Durham Herald Sun

Folksy band nicheless but noteworthy and timeless

Friday, May 6, 2005
By Philip Van Vleck

Robin and Linda Williams and their Fine Group are one roots music outfit who are "comfortable being nicheless." Past masters of roots music, their tremendous repertoire encompasses country, traditional, bluegrass, modern folk, and Southern gospel. A good bit of that repertoire also consists of original tunes. They will perform Sunday at the Artscenter in Carrboro.

Robin and Linda have been working their magic on stage for 30 years, and their discography spans 24 years. Their Fine Group is a quartet which includes former Red Clay Rambler and longtime Triangle resident Jim Watson who's been a mighty fine group member since 1988 and mandolin virtuoso Jimmy Gaudreau, who was recently inducted into the Society for the Preservation of bluegrass music in America's Preservation Hall of Greats.

In addition to their excellent original songs, Robin and Linda have collected a veritable host of material from numerous genres. "I went back not long ago and listened to our very first record (a self-titled record released in 1975 on Flashlight Records), and the focus was there even then," Robin Williams said in a phone interview from his home in Virginia. "We were doing this old-timey, folky, country, bluegrass thing, and that's who we are. We're comfortable being nicheless.

"When we work up a set particularly an opening set that works for us, we'll go with that for a long period of time," he added. "By long I mean a few months. After that, we just get a little tired of it and then we start experimenting again." Robin and Linda spent many years recording for Durham-based Sugar Hill Records. In 2004, however, they released their debut album for Red House Records. "The recording thing is going well," Robin Williams said. "We left Sugar Hill a couple of years ago and signed a three-record deal with Red House. We would've stayed with Sugar Hill until the last dog died, you know, because it was real comfortable. We knew everybody in the office and we'd been with them a long time. When it came time to renew our contract, they just had different things in mind than we did." The label change has been productive, he said. "When we switched to Red House it felt weird for about 15 minutes and then we realized that it was just time for a change," he continued. "We've been at this for ages and every time there's been some kind of a change, it's been for the better. Red House was really glad to have us and that felt good. They've done everything they said they would do and they're open to our ideas."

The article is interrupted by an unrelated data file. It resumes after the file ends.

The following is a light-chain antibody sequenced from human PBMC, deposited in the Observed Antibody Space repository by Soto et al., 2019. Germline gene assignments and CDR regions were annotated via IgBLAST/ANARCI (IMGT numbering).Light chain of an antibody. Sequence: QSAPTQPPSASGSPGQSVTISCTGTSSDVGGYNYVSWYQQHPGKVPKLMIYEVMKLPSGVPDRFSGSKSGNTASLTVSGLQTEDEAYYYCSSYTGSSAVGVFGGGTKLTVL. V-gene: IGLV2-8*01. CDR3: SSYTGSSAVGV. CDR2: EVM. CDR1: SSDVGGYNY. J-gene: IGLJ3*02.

One such idea was the Christmas album Robin and Linda have just finished tracking. They began seriously entertaining the notion last December, and when they broached the subject with the folks at Red House, their response was quite enthusiastic. "We had most of January and February off," Robin said, "and we figured if there was ever a time to do this Christmas CD, it was right now. So, that's what we did and it's in the can. The record will be released this fall." The upcoming Christmas album is not a collection of "war horses." Rather, he and Linda wrote some of the tunes, and they covered appropriate numbers by John Prine and Steve Earle, among others. They also dusted off a few traditional hymns that are not standard yuletide fare. It's certainly not surprising that Robin and Linda penned several Christmas songs. Their output of original material over the years is staggering and the quality of the material is top notch.

"Writing that many songs has been both good and hard," Robin said. "The difficult part comes from having a body of work that you consider really strong. It makes for some pressure. We've got to live up to that work; that's what keeps us going, really." Because they have a deep repertoire from which to draw, the range of material one might hear during a Robin and Linda Williams concert is quite broad and eclectic. Their gift for grasping such a breadth of material with conviction makes Robin and Linda and Their Fine Group, a true delight in concert.

Drop in at ArtCenter Sunday evening and get your fair share of some mighty fine roots music. Philip Van Vleck charts our world's music from his office in Cary. Reach him at vanvleck@nc.rr.com.